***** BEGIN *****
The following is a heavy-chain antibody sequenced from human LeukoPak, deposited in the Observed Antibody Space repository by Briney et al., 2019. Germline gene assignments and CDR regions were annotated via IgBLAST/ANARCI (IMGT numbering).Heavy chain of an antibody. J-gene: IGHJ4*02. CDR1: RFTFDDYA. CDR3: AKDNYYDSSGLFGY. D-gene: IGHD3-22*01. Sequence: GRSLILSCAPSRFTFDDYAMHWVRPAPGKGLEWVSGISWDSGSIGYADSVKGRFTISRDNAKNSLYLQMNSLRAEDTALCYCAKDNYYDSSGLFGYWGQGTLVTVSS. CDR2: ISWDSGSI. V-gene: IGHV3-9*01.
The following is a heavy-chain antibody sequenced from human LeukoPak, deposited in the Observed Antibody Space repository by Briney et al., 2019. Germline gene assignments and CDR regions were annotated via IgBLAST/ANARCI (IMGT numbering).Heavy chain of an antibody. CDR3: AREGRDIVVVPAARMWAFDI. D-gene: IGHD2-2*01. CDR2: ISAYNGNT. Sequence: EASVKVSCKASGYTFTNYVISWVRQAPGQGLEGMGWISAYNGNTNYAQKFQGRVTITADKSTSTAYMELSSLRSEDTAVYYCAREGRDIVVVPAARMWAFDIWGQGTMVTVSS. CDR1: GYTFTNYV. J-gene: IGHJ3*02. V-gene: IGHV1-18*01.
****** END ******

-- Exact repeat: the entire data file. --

The following is a heavy-chain antibody sequenced from human LeukoPak, deposited in the Observed Antibody Space repository by Briney et al., 2019. Germline gene assignments and CDR regions were annotated via IgBLAST/ANARCI (IMGT numbering).Heavy chain of an antibody. J-gene: IGHJ4*02. CDR1: RFTFDDYA. CDR3: AKDNYYDSSGLFGY. D-gene: IGHD3-22*01. Sequence: GRSLILSCAPSRFTFDDYAMHWVRPAPGKGLEWVSGISWDSGSIGYADSVKGRFTISRDNAKNSLYLQMNSLRAEDTALCYCAKDNYYDSSGLFGYWGQGTLVTVSS. CDR2: ISWDSGSI. V-gene: IGHV3-9*01.
The following is a heavy-chain antibody sequenced from human LeukoPak, deposited in the Observed Antibody Space repository by Briney et al., 2019. Germline gene assignments and CDR regions were annotated via IgBLAST/ANARCI (IMGT numbering).Heavy chain of an antibody. CDR3: AREGRDIVVVPAARMWAFDI. D-gene: IGHD2-2*01. CDR2: ISAYNGNT. Sequence: EASVKVSCKASGYTFTNYVISWVRQAPGQGLEGMGWISAYNGNTNYAQKFQGRVTITADKSTSTAYMELSSLRSEDTAVYYCAREGRDIVVVPAARMWAFDIWGQGTMVTVSS. CDR1: GYTFTNYV. J-gene: IGHJ3*02. V-gene: IGHV1-18*01.